Bostwick is a test used to determine the viscosity of a product using a tool called a consistometer. It determines the viscosity by measuring how far the product flows under its own weight during a 30 second time period.
A consistometer is a steel trough about 17 inches long that sits at a slight angle. A spring-loaded gate near the top separates the trough into two sections. This forms a small chamber where one can load the sample of tomato product. It holds about 75 ml of pizza sauce. Along the rest of the trough, there are markings showing 0.5cm graduations.
To perform a test, you close the gate and load a sample of product into the chamber at the top. After that, you opens the spring-loaded gate and start a timer. Then, after 30 seconds, you record the position of the sample in the trough.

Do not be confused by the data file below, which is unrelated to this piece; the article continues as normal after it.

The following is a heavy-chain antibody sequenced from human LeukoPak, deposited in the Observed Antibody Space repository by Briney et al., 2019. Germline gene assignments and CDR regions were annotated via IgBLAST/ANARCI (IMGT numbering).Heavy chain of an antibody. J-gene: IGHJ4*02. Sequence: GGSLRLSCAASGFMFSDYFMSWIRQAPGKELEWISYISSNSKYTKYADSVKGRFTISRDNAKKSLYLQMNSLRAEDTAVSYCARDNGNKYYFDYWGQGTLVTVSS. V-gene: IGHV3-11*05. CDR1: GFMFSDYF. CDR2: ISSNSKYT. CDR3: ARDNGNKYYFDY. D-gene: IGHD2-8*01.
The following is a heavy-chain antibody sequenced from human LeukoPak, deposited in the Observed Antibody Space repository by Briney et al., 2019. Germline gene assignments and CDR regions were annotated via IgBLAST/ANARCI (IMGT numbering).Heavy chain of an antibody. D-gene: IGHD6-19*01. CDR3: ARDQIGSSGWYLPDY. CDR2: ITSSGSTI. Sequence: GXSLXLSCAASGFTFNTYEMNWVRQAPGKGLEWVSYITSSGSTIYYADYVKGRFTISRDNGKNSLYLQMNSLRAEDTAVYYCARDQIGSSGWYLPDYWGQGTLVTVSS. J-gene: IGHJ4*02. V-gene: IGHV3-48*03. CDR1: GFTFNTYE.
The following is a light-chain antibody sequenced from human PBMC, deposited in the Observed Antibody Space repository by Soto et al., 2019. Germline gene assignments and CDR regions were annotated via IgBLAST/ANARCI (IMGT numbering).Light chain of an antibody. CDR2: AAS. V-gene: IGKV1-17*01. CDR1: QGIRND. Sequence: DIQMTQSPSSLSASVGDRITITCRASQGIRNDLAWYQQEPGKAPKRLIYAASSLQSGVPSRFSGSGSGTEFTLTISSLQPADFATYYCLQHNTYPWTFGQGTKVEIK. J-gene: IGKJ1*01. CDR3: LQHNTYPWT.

The Bostwick measures viscosity in terms of centimeters. Therefore, a lower Bostwick Measurement translates to a thicker pizza sauce.
For example, Pastorelli’s thickest pizza sauce is the Italian Chef Pizza Sauce, which has a Bostwick measurement of around 2cm. However, our thinnest sauce, the Neapolitan Chef Pizza Sauce, is chunkier in consistency and has a Bostwick measurement of 4-5cm. The Regina and Continental Chef Pizza Sauces both fall somewhere in between.
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